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2007 Detroit Auto Show: Chrysler Nassau

Four-Door Coupe Hatchback: Awkward Bodystyle Answers a Question No One Asked
Chrysler has made it a tradition to introduce its most important, or sometimes just most fun, concepts at the North American International Auto Show in Detroit every January. This year, the Chrysler brand contribution is the Nassau. While it does play better in the tin than in photos, we’re not convinced it is a clear direction for Chrysler. After spending a few days at the show, we do confess that ours may not be the prevailing opinion. Even within the office, there were conflicting opinions on the success of the concept.



Nassau takes the 300’s rear wheel drive platform and the SRT8 6.1L HEMI V8 and, with a nip here and tuck there, put a new body on it. Probably inspired in part by the Mercedes-Benz four-door CLS coupe, Nassau takes a stab at the four-door coupe look. Sort of. Instead of a traditional trunk, there is a stylized hatchback, effectively muddling it beyond recognition or clear identification. As Trevor Creed described in the presentation, it is meant to look like a British shooting brake, except that few Americans understand that idea. Shooting brakes were sporting vehicles with a hatchback for some functionality. In the States, we’re more likely to put a HEMI into our SUV than put a hatch on our sporty cars. I’m a wagon and hatchback fan more than an SUV fan, but didn’t find the Nassau as successful as it should have been. The Nassau’s design themes may appear on the next 300, but we wouldn’t count on the hatchback.

Chrysler Group’s design teams often take refreshing risks and many of those have resulted in successful and well-received concepts, even if not production cars. The Nassau is likely to go down as one of the more mediocre attempts, unfortunately. My favorite view of the Nassau is from the front, despite adapted minivan grille it carries. Nassau balances the large minivan-inspired grille with a deep front fascia. The highly stylized headlights indicate Chrysler might move away from the rounded-bottom form headlights found, one way or another, on most of the current range, to a more elegant, trapezoidal shape.

The rear roofline is fast and low, going for a sporting look. But instead it draws attention to the apparent lack of rear headroom. There is an elegance about many sporting wagons, but not in the profile of this crossbreed. Pushing the wheels out to the edges of the body makes for a sleek look and the surface lines on the bodyside do wrap nicely into the taillamps. The C-pillar shape reminds me of the Infiniti FX 45 (view image), but the subsequent glass aft of the pillar for the hatchback makes it look awkward. Also, the hatch opening looks smaller than a conventional trunk and the shape of the glass looks as though it would impede rearward vision, both elements that negate the typical goodness of a shooting brake or a hatchback.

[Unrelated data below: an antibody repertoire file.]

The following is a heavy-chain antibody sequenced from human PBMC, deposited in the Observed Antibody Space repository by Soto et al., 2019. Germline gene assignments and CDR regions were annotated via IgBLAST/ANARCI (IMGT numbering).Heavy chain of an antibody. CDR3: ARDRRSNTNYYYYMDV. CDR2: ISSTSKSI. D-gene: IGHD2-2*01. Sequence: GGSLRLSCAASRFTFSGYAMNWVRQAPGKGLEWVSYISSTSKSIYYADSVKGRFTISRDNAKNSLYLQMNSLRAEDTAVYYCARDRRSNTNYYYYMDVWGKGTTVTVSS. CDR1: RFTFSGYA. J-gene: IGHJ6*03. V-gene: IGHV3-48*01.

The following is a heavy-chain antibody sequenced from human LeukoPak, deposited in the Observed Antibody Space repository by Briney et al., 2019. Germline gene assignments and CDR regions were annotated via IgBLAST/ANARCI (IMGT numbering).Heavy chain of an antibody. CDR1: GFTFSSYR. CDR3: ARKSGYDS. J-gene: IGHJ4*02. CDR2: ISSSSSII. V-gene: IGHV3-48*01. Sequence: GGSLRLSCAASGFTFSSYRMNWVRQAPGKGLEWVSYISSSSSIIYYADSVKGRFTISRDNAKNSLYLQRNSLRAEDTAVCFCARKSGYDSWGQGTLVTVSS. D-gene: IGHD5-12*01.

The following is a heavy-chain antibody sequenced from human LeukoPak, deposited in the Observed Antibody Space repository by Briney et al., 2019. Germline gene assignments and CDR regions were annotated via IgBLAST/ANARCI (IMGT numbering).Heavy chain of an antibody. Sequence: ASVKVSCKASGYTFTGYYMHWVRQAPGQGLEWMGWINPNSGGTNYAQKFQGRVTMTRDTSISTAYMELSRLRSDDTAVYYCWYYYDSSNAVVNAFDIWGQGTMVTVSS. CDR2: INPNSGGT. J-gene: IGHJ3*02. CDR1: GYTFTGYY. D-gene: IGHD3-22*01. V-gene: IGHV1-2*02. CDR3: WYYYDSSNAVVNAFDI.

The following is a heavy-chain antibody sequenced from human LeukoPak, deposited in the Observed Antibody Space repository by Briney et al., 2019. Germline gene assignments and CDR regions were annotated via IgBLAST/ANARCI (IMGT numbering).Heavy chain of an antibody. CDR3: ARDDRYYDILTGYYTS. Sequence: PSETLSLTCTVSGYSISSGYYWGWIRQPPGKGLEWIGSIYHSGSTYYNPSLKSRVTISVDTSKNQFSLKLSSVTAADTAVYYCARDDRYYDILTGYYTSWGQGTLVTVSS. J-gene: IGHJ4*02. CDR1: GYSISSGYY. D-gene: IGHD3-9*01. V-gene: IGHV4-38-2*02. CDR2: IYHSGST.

There is a very modern, high-tech feel to the interior, inspired by electronics and cell phones. Interior pushbutton switchgear was patterned after the Motorola Razr cell phone. The design makes for a cool concept interior, but not necessarily a production solution. The interior ambient lighting is a very nice, comfortable and modern blue; the gauges are stylish and easy to read.

There are four bucket seats, with a center console running between passengers front to back. As a concept, the rear seats don’t fold down. The Nassau gets the poor headroom and cramped feeling of a low-roof coupe and the potential image penalty of a hatchback profile. Not to mention that trying to meld practicality with a luxury coupe concept seems rather pointless.

Nassau Does Not Have Presence
The Nassau’s biggest problem, particularly since the hatchback form does not mean Chrysler is brave enough to replace their smashing success sedan with one, is that it does not carry the presence of the 300. Nassau looks sleek and clean, with elegant lines. But it does not have weight or demand attention, and those elements are at the core of the 300’s success. According to the principal designer, Alan Barrington, the concept is “a more emotional and artistic articulation of what it means to be a Chrysler,” but the Nassau walks away from the only formula Chrysler has had real success with in this decade.



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